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can someone help me. I've been reading about salting a password to make my passwords more secure. The format I was going with is salt:password_hashed, so my code is md5($salt.":".$password_hashed). $password_hashed is a simple m5d string of the original password, and the hash is taken from mktime().

I don't understand how the salt works, do i need to save this in the database as well? If the salt is ever changing, how does this work?

If a user registered with the password 'password' and the time they registered was 1234567890 (as a unix timestamp). The password generate would be md5(mktime().":".$_POST['password']) or something lik that. But if a user trys to then login with 'password' the newly created salt would be different?

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possible duplicate of Password hashing, salt and storage of hashed values –  mario Oct 19 '11 at 11:26
    
possible duplicate of How can I store my users' passwords safely? –  Jacco Oct 19 '11 at 11:39
    
do not use MD5 (or SHA1) for password hashing, those algorithms are no longer suitable. –  Jacco Oct 19 '11 at 11:40
    
possible duplicate of Can PHP read the hash portion of the URL? –  Your Common Sense Oct 19 '11 at 11:40
    
Maybe also read: Is time a good salt? –  Jacco Oct 19 '11 at 11:40
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4 Answers

up vote 1 down vote accepted

You have to store the salt too, you could for example just store the registrationdate and use that in your salt.

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Ideally the salt should be random...which is to say, unrelated to the user at the very least. –  cHao Oct 19 '11 at 11:09
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Your salt can be user's e-mail or username.

I recommend this approach:

hash_hmac('sha256', $password, $salt);
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The salt should be unrelated to the user for maximum effectiveness. Ideally it should be random. –  cHao Oct 19 '11 at 11:07
    
salt is defined as: a random set of bytes of fixed length. –  Jacco Oct 19 '11 at 11:43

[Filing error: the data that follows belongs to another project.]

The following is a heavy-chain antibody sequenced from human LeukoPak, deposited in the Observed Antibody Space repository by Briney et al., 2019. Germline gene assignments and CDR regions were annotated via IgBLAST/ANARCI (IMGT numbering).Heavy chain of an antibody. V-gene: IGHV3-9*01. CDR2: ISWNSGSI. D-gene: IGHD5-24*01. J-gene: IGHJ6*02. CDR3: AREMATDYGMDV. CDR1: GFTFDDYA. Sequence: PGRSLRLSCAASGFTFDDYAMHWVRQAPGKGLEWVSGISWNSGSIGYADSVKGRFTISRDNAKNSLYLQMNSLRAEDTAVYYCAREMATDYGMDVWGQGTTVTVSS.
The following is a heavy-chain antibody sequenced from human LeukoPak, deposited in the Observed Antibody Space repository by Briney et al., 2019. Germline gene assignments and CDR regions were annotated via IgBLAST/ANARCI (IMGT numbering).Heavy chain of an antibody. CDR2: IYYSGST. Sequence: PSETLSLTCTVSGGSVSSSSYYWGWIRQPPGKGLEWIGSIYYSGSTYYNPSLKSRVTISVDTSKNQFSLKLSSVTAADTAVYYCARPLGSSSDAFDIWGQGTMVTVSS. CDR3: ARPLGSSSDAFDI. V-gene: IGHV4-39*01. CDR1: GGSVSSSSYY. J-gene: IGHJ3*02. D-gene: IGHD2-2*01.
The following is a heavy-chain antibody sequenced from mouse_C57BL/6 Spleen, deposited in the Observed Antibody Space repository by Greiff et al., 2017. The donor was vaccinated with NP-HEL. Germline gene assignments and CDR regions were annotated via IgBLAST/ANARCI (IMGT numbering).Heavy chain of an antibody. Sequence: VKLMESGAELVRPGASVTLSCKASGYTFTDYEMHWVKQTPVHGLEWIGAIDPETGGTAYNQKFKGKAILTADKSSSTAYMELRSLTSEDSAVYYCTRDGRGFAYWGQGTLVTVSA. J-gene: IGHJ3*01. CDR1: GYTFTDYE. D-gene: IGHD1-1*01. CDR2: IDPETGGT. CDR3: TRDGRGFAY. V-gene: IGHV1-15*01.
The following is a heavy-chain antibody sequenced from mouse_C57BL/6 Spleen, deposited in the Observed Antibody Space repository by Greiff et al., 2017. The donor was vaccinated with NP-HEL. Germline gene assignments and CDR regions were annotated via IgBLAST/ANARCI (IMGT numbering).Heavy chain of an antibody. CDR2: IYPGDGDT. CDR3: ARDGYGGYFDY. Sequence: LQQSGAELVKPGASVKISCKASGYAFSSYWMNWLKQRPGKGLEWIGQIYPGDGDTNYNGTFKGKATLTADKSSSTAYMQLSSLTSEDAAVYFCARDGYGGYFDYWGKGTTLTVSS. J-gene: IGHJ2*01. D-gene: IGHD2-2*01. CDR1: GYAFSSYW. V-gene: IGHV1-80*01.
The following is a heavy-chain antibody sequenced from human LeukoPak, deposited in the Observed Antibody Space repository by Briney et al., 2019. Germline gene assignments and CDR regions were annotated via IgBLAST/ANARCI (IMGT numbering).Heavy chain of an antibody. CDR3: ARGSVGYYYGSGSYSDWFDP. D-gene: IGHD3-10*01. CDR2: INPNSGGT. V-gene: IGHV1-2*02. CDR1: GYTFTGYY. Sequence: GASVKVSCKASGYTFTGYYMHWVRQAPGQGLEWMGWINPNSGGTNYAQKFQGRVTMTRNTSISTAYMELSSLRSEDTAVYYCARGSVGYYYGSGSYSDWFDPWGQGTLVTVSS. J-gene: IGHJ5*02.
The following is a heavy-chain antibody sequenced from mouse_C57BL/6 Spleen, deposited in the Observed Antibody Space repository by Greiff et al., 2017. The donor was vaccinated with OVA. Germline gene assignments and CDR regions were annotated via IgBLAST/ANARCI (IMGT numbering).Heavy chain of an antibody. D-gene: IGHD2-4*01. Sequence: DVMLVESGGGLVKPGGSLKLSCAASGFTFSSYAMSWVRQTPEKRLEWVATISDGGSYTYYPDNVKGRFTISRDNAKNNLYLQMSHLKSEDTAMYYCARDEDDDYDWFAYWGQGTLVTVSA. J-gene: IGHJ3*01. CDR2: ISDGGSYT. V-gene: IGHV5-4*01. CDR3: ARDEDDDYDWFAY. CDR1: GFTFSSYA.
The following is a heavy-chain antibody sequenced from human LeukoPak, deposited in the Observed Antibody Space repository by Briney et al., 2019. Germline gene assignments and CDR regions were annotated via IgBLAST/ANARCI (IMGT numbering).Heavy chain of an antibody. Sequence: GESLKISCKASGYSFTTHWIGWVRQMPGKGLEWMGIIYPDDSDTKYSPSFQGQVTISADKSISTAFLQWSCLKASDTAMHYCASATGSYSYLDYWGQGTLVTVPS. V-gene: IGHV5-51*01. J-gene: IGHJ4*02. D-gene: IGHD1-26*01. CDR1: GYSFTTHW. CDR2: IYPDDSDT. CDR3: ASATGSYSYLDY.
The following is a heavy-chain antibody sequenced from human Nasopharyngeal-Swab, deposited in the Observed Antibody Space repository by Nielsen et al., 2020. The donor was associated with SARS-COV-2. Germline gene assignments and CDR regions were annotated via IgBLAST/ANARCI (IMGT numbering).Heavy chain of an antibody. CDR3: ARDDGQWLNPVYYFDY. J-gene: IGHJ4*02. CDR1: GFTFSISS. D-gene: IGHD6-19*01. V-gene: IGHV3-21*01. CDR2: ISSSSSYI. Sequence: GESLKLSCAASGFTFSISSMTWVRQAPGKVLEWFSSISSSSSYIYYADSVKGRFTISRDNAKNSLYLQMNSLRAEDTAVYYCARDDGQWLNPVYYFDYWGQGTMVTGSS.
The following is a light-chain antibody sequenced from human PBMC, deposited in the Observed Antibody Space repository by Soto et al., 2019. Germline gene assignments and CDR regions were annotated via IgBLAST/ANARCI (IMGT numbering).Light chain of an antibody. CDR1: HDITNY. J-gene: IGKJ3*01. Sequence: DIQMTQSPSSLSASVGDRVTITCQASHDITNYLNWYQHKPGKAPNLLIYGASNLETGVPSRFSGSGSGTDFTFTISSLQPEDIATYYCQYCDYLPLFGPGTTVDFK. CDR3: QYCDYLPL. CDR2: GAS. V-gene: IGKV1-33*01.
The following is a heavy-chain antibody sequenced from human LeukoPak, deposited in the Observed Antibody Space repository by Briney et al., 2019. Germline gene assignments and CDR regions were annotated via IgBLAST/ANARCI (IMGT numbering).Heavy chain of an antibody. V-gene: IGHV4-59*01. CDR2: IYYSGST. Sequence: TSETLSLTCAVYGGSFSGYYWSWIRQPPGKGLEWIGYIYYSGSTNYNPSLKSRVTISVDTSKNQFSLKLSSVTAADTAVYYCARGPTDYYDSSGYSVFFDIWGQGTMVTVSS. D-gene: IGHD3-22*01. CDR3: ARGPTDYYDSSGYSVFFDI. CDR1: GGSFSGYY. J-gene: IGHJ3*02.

Salt always must be related to the user. It doesn't matter if it's his username or different column from the same row in the database. –  Ondřej Mirtes Oct 20 '11 at 19:25
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Salts defend against rainbow tables. The salt is generated when the password is saved, so when the user is created and whenever the password is changed. You can store the salt as a separate field in your database but you can also just concatenate the salt with the encrypted password, and storing both in one field. Because salts are usually of a fixed length, it's easy to separate the two later to verify a password for login.

It is worth noting that md5 "considered cryptographically broken and unsuitable for further use" according to US-CERT. You should use sha-256 instead.

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Actually, in more secure implementations, a new salt is generated each time the password is changed. –  cHao Oct 19 '11 at 11:13
    
Yes that's a good point. Updating answer to reflect suggestion. –  jhchen Oct 19 '11 at 11:37
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I've been reading about salting a password to make my passwords more secure.

That's quite nonsense. No salt can make your password more secure.

do i need to save this in the database as well?

yes

If the salt is ever changing, how does this work?

It doesn't work.

if a user tries to then login with 'password' the newly created salt would be different?

How do you think? Can't you compare mktime() result with '1234567890' yourself (and resulting hashes as well)?

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